Providing health and healing for relationships
in the Greater Boston area
Therapists at South Shore Family have years of experience providing quality couple and family therapy to relationships in need of hope and comfort. Meet our team:
Therapists at South Shore Family provide individual and group supervision for therapists seeking licensure and wanting to learn more about couples and family therapy:
Forms of Therapy
Our therapists will provide assistance through couples, family, and individual therapy, with goals of reducing anxiety, improving self-worth, and increasing effective communication.
Is your relationship in crisis? We offer weekend-long intensive therapy, packaging three 90-minute sessions together, for couples looking to get their relationship back on track.
South Shore Family offers a number of group meetings around common interests and issues, with goals of improving trust and developing positive relationships.
Schedule an Appointment
You can schedule an appointment by clicking Book Now at the top of the page, when you visit our therapists' bio pages, or by clicking on the following link:
Entitlement is a very subtle thing if not noticed or challenged in everyday situations. It also relates, I think, to systems problems in the medical and mental health model.
Problems of mental health and medical health will get better in the United States only when we as citizens wrest control of a medical model from a system dominated by the economic concerns of a pharmaceutical and health insurance system whose first concern is the profit of themselves and their shareholders.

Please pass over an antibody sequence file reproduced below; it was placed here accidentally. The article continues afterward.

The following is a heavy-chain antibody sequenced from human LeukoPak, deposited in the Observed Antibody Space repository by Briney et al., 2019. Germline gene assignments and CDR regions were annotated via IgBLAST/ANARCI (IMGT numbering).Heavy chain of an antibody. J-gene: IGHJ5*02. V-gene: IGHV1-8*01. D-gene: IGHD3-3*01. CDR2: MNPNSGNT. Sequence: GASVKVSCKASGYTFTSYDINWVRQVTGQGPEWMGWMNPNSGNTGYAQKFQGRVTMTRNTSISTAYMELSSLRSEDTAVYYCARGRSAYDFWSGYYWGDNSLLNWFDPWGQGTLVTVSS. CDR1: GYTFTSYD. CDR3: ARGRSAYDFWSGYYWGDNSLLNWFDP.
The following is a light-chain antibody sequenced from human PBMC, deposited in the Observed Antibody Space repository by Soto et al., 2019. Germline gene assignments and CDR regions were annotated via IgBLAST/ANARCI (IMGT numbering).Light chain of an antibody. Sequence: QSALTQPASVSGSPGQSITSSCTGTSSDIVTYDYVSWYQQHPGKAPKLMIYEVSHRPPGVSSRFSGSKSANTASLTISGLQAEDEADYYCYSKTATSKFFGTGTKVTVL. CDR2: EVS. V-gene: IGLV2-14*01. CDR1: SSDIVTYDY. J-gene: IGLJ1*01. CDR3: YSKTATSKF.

We need to redefine what masculinity means. The traditional views on masculinity no longer works for a lot of men (specifically young men).
More importantly, we need to have more conversations that define masculinity as a plethora of options: stoic and vulnerable, dominant and submissive, confrontational and peaceful. All of these characteristics are important parts of the male experience.
The situation with the Catholic Church reminds us of the damaging ways that systems (macro, such as religious institutions, or micro, such as families) prevent survivors from seeking healing when they choose to protect perpetrators (and the system itself) from embarrassment, salvage the status quo by keeping secrets, and create fear through threats of retribution for breaking said secrets.
Victims of childhood (or any other kind of) sexual abuse can only begin to heal when their story is acknowledged, when they no longer feel burdened by carrying the secret.
The sexual double standard affects the way that young men and women talk about sexuality.
Women are far more likely to be on the receiving end of embarrassment and shame than men. After all, men gain social status for their sexual exploits. Women are more likely to be emblazoned with a capital A (or, in 2016, a capital S, for slut) for theirs.
The sexual double standard follows women and men into long-term committed relationships. Learn more about how, and how we can break the power of these social messages around sexuality: